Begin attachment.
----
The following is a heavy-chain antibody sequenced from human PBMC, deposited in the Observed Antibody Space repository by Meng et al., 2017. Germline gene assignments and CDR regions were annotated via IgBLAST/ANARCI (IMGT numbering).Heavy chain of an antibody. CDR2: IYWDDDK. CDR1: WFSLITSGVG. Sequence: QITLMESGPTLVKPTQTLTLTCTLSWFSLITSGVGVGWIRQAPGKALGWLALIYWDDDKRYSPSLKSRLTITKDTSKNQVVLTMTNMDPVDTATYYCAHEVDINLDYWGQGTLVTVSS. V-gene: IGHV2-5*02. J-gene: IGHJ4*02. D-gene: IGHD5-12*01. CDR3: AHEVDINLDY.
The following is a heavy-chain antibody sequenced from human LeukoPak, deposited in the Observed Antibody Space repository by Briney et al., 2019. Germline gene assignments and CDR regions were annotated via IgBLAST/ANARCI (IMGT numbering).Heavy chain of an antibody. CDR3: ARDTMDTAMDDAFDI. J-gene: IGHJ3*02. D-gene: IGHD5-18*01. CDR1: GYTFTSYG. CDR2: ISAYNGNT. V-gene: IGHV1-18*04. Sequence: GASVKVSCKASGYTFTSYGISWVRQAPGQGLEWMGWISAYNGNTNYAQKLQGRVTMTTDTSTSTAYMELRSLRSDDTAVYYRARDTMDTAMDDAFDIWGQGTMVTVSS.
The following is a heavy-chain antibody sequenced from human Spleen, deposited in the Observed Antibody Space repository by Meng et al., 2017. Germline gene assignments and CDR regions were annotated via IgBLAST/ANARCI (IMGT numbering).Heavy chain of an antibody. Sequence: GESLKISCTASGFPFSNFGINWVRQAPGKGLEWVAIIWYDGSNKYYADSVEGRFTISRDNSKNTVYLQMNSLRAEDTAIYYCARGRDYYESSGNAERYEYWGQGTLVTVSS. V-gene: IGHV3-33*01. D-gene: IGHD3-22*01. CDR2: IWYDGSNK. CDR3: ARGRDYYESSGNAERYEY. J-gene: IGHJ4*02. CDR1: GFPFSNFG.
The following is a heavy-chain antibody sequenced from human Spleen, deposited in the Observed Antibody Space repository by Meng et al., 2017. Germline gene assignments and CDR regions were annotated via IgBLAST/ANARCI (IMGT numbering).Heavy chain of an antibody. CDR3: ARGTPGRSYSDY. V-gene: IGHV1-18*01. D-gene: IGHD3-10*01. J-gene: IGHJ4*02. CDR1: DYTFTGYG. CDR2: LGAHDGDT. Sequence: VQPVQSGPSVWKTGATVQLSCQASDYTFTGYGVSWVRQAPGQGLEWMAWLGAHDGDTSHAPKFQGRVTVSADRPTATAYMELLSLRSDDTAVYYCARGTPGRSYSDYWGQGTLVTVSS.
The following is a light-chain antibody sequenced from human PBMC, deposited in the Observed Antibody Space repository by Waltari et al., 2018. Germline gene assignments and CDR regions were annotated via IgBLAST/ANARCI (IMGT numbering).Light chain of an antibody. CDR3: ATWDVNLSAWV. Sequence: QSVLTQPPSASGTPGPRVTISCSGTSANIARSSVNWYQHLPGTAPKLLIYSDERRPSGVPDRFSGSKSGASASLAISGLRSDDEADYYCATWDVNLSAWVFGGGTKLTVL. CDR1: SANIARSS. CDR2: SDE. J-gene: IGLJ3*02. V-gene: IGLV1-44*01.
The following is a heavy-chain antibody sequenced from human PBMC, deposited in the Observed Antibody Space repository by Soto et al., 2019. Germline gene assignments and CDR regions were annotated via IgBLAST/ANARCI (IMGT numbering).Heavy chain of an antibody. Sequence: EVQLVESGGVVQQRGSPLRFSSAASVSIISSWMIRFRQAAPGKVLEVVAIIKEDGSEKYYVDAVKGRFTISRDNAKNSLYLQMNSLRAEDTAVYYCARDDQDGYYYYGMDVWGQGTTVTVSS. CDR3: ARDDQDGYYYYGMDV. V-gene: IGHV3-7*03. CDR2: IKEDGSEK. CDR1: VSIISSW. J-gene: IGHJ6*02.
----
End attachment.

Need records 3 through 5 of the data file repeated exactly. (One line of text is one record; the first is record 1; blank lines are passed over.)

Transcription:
The following is a heavy-chain antibody sequenced from human Spleen, deposited in the Observed Antibody Space repository by Meng et al., 2017. Germline gene assignments and CDR regions were annotated via IgBLAST/ANARCI (IMGT numbering).Heavy chain of an antibody. Sequence: GESLKISCTASGFPFSNFGINWVRQAPGKGLEWVAIIWYDGSNKYYADSVEGRFTISRDNSKNTVYLQMNSLRAEDTAIYYCARGRDYYESSGNAERYEYWGQGTLVTVSS. V-gene: IGHV3-33*01. D-gene: IGHD3-22*01. CDR2: IWYDGSNK. CDR3: ARGRDYYESSGNAERYEY. J-gene: IGHJ4*02. CDR1: GFPFSNFG.
The following is a heavy-chain antibody sequenced from human Spleen, deposited in the Observed Antibody Space repository by Meng et al., 2017. Germline gene assignments and CDR regions were annotated via IgBLAST/ANARCI (IMGT numbering).Heavy chain of an antibody. CDR3: ARGTPGRSYSDY. V-gene: IGHV1-18*01. D-gene: IGHD3-10*01. J-gene: IGHJ4*02. CDR1: DYTFTGYG. CDR2: LGAHDGDT. Sequence: VQPVQSGPSVWKTGATVQLSCQASDYTFTGYGVSWVRQAPGQGLEWMAWLGAHDGDTSHAPKFQGRVTVSADRPTATAYMELLSLRSDDTAVYYCARGTPGRSYSDYWGQGTLVTVSS.
The following is a light-chain antibody sequenced from human PBMC, deposited in the Observed Antibody Space repository by Waltari et al., 2018. Germline gene assignments and CDR regions were annotated via IgBLAST/ANARCI (IMGT numbering).Light chain of an antibody. CDR3: ATWDVNLSAWV. Sequence: QSVLTQPPSASGTPGPRVTISCSGTSANIARSSVNWYQHLPGTAPKLLIYSDERRPSGVPDRFSGSKSGASASLAISGLRSDDEADYYCATWDVNLSAWVFGGGTKLTVL. CDR1: SANIARSS. CDR2: SDE. J-gene: IGLJ3*02. V-gene: IGLV1-44*01.